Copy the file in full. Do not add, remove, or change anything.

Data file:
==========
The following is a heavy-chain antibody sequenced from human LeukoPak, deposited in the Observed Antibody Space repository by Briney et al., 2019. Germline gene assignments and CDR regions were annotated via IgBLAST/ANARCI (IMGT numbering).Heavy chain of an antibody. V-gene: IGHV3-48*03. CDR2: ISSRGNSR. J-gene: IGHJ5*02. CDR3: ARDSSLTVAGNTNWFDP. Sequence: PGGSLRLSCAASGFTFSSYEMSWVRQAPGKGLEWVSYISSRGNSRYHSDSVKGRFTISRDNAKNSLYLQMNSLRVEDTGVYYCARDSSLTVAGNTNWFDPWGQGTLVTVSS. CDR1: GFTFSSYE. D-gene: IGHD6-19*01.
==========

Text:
The following is a heavy-chain antibody sequenced from human LeukoPak, deposited in the Observed Antibody Space repository by Briney et al., 2019. Germline gene assignments and CDR regions were annotated via IgBLAST/ANARCI (IMGT numbering).Heavy chain of an antibody. V-gene: IGHV3-48*03. CDR2: ISSRGNSR. J-gene: IGHJ5*02. CDR3: ARDSSLTVAGNTNWFDP. Sequence: PGGSLRLSCAASGFTFSSYEMSWVRQAPGKGLEWVSYISSRGNSRYHSDSVKGRFTISRDNAKNSLYLQMNSLRVEDTGVYYCARDSSLTVAGNTNWFDPWGQGTLVTVSS. CDR1: GFTFSSYE. D-gene: IGHD6-19*01.